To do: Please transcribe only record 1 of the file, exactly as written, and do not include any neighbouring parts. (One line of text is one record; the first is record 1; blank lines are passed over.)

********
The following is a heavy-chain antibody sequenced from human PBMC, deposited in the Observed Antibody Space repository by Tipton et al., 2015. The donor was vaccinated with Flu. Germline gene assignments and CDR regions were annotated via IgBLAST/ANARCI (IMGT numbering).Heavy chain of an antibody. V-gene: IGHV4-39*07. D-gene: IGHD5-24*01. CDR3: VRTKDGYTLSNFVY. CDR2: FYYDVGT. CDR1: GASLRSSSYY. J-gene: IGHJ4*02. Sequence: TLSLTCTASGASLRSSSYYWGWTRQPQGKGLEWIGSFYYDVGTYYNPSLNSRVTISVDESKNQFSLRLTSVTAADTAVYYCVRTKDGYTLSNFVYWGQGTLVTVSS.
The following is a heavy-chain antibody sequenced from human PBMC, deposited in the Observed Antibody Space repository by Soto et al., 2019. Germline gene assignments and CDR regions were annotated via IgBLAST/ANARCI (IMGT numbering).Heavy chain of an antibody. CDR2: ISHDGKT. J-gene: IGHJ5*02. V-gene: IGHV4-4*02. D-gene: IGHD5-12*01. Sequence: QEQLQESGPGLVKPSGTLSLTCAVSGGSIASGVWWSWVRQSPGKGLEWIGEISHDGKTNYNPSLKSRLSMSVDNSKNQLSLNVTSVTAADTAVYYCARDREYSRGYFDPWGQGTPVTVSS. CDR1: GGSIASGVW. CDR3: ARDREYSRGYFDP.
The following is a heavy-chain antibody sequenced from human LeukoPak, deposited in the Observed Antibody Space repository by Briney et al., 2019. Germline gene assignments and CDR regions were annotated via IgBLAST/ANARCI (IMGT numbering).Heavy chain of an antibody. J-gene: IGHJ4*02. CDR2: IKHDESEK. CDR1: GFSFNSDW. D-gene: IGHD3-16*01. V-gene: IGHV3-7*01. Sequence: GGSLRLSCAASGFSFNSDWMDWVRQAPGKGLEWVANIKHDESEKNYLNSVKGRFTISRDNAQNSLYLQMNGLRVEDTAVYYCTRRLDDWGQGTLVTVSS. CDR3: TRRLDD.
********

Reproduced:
The following is a heavy-chain antibody sequenced from human PBMC, deposited in the Observed Antibody Space repository by Tipton et al., 2015. The donor was vaccinated with Flu. Germline gene assignments and CDR regions were annotated via IgBLAST/ANARCI (IMGT numbering).Heavy chain of an antibody. V-gene: IGHV4-39*07. D-gene: IGHD5-24*01. CDR3: VRTKDGYTLSNFVY. CDR2: FYYDVGT. CDR1: GASLRSSSYY. J-gene: IGHJ4*02. Sequence: TLSLTCTASGASLRSSSYYWGWTRQPQGKGLEWIGSFYYDVGTYYNPSLNSRVTISVDESKNQFSLRLTSVTAADTAVYYCVRTKDGYTLSNFVYWGQGTLVTVSS.